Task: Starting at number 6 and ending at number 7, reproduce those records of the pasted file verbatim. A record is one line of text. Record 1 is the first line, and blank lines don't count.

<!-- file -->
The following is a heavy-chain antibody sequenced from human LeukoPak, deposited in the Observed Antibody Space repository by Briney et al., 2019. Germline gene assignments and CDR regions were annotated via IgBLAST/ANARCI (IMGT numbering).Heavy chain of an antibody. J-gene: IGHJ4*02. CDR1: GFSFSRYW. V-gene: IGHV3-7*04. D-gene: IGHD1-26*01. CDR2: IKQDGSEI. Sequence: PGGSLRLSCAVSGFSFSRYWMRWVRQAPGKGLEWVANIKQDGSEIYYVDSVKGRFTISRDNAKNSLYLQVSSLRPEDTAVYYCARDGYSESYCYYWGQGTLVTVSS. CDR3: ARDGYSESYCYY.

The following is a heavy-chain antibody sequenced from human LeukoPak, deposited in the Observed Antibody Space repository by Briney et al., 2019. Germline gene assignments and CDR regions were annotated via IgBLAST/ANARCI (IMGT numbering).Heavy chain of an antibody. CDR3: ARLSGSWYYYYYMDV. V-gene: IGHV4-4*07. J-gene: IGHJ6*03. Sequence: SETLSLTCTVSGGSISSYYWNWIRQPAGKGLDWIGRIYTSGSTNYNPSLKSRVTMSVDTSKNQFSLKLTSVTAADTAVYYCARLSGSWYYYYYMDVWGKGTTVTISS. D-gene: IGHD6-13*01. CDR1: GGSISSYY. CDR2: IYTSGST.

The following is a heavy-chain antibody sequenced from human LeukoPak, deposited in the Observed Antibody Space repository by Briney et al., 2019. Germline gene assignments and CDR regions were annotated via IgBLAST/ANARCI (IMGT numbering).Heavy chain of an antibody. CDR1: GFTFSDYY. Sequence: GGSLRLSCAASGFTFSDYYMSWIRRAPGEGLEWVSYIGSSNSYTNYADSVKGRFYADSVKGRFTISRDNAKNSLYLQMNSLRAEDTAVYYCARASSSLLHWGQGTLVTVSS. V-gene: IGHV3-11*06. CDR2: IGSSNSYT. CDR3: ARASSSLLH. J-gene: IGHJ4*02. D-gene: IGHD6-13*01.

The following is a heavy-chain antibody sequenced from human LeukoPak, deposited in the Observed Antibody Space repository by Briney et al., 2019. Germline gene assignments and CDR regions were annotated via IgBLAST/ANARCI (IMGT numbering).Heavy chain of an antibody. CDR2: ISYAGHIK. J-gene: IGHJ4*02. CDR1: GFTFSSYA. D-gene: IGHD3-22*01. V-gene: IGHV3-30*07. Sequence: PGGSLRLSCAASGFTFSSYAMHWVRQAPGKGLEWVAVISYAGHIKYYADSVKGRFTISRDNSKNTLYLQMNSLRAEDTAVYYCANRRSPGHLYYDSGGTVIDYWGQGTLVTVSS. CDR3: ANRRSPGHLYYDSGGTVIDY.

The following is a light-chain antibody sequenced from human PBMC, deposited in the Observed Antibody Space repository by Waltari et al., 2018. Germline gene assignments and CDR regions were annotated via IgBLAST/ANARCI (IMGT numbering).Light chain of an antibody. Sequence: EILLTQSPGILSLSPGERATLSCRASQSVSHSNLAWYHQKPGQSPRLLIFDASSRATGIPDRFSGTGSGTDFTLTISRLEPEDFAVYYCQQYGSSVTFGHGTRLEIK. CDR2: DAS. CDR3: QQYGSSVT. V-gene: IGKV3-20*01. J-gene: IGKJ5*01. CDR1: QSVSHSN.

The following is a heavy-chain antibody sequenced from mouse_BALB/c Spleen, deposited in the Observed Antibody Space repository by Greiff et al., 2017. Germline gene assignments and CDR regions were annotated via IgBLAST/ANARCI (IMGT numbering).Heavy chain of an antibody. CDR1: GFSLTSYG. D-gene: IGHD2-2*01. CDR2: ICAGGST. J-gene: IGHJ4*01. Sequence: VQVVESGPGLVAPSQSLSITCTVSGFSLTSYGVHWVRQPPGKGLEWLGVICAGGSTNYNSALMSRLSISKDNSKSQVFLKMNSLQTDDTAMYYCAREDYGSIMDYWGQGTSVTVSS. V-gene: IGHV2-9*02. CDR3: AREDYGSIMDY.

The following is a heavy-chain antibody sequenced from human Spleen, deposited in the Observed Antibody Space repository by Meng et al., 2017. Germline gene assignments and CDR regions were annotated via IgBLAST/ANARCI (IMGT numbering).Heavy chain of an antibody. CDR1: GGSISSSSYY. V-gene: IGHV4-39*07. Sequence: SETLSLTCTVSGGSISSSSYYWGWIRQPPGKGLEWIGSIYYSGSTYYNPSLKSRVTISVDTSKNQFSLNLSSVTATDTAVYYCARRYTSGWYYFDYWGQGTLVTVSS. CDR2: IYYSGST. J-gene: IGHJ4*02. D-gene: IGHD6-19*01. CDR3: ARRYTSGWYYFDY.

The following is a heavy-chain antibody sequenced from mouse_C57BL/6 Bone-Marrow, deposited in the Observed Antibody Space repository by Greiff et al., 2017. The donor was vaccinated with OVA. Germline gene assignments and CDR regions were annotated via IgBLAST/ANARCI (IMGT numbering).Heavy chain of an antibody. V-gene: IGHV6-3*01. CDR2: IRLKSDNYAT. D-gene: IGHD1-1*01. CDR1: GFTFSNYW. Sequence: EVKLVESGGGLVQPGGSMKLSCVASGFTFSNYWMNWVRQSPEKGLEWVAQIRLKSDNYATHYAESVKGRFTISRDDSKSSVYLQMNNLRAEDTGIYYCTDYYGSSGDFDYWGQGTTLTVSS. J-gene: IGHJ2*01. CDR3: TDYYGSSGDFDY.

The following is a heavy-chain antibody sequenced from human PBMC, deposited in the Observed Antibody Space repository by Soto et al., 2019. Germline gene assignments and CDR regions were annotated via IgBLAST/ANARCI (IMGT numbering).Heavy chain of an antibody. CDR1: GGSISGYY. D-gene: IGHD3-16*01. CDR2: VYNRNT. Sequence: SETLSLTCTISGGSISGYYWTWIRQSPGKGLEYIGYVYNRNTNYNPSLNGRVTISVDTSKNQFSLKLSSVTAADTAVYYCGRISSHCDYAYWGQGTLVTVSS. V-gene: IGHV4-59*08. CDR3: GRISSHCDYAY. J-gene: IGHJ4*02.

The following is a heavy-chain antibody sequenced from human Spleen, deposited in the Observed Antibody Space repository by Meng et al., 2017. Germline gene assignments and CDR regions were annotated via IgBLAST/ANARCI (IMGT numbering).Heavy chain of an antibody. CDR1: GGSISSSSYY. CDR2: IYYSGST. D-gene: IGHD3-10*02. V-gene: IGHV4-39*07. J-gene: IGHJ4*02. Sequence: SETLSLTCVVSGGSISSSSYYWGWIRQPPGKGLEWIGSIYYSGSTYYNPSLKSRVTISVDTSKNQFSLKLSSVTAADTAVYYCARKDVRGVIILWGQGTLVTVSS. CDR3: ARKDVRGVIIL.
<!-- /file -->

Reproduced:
The following is a heavy-chain antibody sequenced from mouse_BALB/c Spleen, deposited in the Observed Antibody Space repository by Greiff et al., 2017. Germline gene assignments and CDR regions were annotated via IgBLAST/ANARCI (IMGT numbering).Heavy chain of an antibody. CDR1: GFSLTSYG. D-gene: IGHD2-2*01. CDR2: ICAGGST. J-gene: IGHJ4*01. Sequence: VQVVESGPGLVAPSQSLSITCTVSGFSLTSYGVHWVRQPPGKGLEWLGVICAGGSTNYNSALMSRLSISKDNSKSQVFLKMNSLQTDDTAMYYCAREDYGSIMDYWGQGTSVTVSS. V-gene: IGHV2-9*02. CDR3: AREDYGSIMDY.

The following is a heavy-chain antibody sequenced from human Spleen, deposited in the Observed Antibody Space repository by Meng et al., 2017. Germline gene assignments and CDR regions were annotated via IgBLAST/ANARCI (IMGT numbering).Heavy chain of an antibody. CDR1: GGSISSSSYY. V-gene: IGHV4-39*07. Sequence: SETLSLTCTVSGGSISSSSYYWGWIRQPPGKGLEWIGSIYYSGSTYYNPSLKSRVTISVDTSKNQFSLNLSSVTATDTAVYYCARRYTSGWYYFDYWGQGTLVTVSS. CDR2: IYYSGST. J-gene: IGHJ4*02. D-gene: IGHD6-19*01. CDR3: ARRYTSGWYYFDY.